But if you go through it, you can find some good pieces to chew on. Here's the most salient point:
No. They're caught up in this Keynesian fog -- The economy is going through a disappointing recovery but if we just keep working at it, everything will work out for the better. The latest OMB and CBO forecasts show no recession through 2023. Well, the latest recession ended in June 2009. Their forecast implies that 14 years are going to go by and there aren't going to be any accidents, hiccups, and dislocations in our economy or in the world. That's nuts. It's never happened in recorded history. We're going to have recessions. There will be a crisis.This is a pretty sobering point. Although the Democratic Party and the White House in particular are keen to point out any signs of economic progress, the fact of the matter is that we are 4 years out of the recession and we still aren't back to even. Unemployment is still higher. Labor force participation is still lower. Although we're barely over the nominal highs in the Dow and S&P pre-crisis, on an inflation adjusted average, we're still about 10% below the real high.
Household wealth is still vastly lower. Americans are deleveraging but still taking on student loans (which is just about impossible to discharge in bankruptcy). Given the fact that about half of consumer debt reduction has been in the form of write-offs and charges taken by corporations, this hasn't exactly improved the overall debt picture of the average US household.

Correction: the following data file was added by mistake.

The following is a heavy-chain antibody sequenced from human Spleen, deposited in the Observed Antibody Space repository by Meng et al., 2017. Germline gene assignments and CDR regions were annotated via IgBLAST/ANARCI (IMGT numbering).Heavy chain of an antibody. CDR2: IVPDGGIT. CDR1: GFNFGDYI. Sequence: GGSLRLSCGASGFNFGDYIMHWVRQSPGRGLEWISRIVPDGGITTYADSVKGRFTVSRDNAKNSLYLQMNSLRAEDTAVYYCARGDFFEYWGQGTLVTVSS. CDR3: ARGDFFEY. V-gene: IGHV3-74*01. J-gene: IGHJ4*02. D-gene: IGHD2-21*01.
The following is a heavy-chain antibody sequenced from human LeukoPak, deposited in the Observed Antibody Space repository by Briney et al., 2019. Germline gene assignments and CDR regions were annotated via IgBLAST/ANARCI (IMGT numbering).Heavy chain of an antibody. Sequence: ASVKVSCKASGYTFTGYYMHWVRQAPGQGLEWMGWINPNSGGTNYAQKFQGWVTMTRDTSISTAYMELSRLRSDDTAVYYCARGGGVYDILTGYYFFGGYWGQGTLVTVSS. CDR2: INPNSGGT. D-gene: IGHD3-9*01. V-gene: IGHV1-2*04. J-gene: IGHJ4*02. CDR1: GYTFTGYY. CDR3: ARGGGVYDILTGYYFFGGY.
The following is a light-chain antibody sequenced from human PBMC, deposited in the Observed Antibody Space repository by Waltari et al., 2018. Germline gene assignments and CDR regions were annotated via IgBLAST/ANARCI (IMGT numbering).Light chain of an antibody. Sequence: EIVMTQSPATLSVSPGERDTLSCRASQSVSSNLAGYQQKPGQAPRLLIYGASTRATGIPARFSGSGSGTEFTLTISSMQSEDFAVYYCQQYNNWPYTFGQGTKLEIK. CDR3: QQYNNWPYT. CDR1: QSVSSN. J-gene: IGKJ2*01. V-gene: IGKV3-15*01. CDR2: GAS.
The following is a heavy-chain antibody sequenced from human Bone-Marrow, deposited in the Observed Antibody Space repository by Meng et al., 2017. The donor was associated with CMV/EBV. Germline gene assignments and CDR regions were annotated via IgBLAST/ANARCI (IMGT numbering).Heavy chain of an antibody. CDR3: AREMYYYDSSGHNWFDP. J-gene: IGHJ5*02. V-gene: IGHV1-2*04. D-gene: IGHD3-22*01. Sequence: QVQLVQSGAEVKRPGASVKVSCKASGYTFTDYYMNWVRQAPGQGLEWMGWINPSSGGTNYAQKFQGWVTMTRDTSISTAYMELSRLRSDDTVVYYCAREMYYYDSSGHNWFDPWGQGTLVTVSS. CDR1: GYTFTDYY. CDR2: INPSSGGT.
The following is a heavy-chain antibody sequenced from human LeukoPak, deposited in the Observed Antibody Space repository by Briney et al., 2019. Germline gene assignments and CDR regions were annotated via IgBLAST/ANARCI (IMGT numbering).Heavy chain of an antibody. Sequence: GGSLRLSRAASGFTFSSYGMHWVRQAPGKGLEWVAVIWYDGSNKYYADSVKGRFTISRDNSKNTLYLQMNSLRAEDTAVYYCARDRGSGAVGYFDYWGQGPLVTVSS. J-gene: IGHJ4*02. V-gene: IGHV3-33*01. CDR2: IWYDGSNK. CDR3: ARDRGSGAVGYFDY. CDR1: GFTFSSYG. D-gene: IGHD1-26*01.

So we're out of the recession but it doesn't feel like we're out of it. The only question is, what's going to happen during the next recession? Because it's coming and, if you look at historical trends, it's probably knocking on our doorstep. Take a look at this chart:
|Source: St. Louis Fed|
Some people say it's happening in agricultural real estate, others say bonds (of all flavors, municipal in particular), and don't forget emerging market equities, the perennial price swings of the commodities trade, and consumer debt. Markets were in free fall in 2008. The next recession is probably not going to be as severe, but a weakened economy suffering another blow is the last thing we need.
The problem is we already used up most of our gunpowder. Public debt increased from 40% of GDP to 70% in 4 short years from 2007 to 2011. The Federal government is not going to be able to borrow at ultra low interest rates (unless the Fed wants to trigger some sort of rampant inflation similar to what we saw in the 70s or even worse) in the next recession.
What we saw during the financial crisis here and in Europe is that the government punted the fundamental issues down the road. Because although the acute crisis was brought up by auxiliary factors, the real issue is that our current fiscal structure cannot support the amount of government we want. At some point we will either need to cleave spending with a battleaxe or raise taxes at levels even California Democrats would balk at, or both, or experience a drastic bout of inflation that will ultimately have the same effects.
The next recession is coming. And it's gonna get ugly.